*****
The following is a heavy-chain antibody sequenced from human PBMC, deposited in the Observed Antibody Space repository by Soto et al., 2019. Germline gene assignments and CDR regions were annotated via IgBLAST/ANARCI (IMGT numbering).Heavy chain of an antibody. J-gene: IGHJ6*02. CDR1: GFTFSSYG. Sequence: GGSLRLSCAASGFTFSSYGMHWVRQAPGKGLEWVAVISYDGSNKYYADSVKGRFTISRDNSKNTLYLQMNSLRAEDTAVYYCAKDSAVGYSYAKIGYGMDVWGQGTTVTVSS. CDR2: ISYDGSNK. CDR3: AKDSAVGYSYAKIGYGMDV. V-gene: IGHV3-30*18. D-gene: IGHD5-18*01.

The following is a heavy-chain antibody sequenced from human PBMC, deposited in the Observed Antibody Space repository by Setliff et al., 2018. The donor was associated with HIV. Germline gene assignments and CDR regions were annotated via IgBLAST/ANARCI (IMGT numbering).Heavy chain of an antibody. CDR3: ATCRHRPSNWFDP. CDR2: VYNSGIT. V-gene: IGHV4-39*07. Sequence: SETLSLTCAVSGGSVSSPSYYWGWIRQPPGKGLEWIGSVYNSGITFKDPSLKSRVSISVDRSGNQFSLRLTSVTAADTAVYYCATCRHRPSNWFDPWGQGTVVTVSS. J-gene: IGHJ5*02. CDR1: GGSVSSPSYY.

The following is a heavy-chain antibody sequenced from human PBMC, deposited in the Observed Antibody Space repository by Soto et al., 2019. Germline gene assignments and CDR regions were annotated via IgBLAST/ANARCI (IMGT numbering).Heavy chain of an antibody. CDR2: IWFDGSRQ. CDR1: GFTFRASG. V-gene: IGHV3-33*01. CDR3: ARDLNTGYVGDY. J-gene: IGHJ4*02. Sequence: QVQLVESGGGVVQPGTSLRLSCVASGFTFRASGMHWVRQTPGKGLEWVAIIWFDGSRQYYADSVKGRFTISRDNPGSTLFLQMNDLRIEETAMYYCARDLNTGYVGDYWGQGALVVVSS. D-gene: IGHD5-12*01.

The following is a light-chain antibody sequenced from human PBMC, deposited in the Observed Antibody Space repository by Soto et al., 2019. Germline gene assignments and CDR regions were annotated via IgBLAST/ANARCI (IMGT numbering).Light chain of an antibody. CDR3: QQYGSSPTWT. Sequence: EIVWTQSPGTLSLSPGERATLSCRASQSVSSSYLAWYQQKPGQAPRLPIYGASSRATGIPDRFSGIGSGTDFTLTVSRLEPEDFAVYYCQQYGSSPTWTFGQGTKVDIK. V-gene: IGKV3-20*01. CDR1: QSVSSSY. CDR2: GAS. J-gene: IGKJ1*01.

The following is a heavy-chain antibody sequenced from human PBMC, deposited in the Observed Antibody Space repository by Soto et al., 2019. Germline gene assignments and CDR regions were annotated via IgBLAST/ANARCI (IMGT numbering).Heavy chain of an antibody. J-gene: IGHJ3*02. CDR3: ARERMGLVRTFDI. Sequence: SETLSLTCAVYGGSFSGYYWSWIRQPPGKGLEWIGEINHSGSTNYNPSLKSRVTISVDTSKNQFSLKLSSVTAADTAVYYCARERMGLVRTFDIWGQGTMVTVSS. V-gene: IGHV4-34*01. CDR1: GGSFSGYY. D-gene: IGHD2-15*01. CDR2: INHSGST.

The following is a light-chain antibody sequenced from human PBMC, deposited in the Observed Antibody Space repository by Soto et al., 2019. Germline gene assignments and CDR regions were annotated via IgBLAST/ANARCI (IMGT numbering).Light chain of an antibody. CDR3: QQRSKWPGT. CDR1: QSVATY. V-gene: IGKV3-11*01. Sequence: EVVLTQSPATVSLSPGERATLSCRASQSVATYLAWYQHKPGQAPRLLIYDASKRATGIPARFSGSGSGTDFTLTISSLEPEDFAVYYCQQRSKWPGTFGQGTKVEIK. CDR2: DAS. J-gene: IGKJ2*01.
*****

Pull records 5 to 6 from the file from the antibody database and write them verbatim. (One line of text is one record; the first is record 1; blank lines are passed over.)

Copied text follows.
The following is a heavy-chain antibody sequenced from human PBMC, deposited in the Observed Antibody Space repository by Soto et al., 2019. Germline gene assignments and CDR regions were annotated via IgBLAST/ANARCI (IMGT numbering).Heavy chain of an antibody. J-gene: IGHJ3*02. CDR3: ARERMGLVRTFDI. Sequence: SETLSLTCAVYGGSFSGYYWSWIRQPPGKGLEWIGEINHSGSTNYNPSLKSRVTISVDTSKNQFSLKLSSVTAADTAVYYCARERMGLVRTFDIWGQGTMVTVSS. V-gene: IGHV4-34*01. CDR1: GGSFSGYY. D-gene: IGHD2-15*01. CDR2: INHSGST.

The following is a light-chain antibody sequenced from human PBMC, deposited in the Observed Antibody Space repository by Soto et al., 2019. Germline gene assignments and CDR regions were annotated via IgBLAST/ANARCI (IMGT numbering).Light chain of an antibody. CDR3: QQRSKWPGT. CDR1: QSVATY. V-gene: IGKV3-11*01. Sequence: EVVLTQSPATVSLSPGERATLSCRASQSVATYLAWYQHKPGQAPRLLIYDASKRATGIPARFSGSGSGTDFTLTISSLEPEDFAVYYCQQRSKWPGTFGQGTKVEIK. CDR2: DAS. J-gene: IGKJ2*01.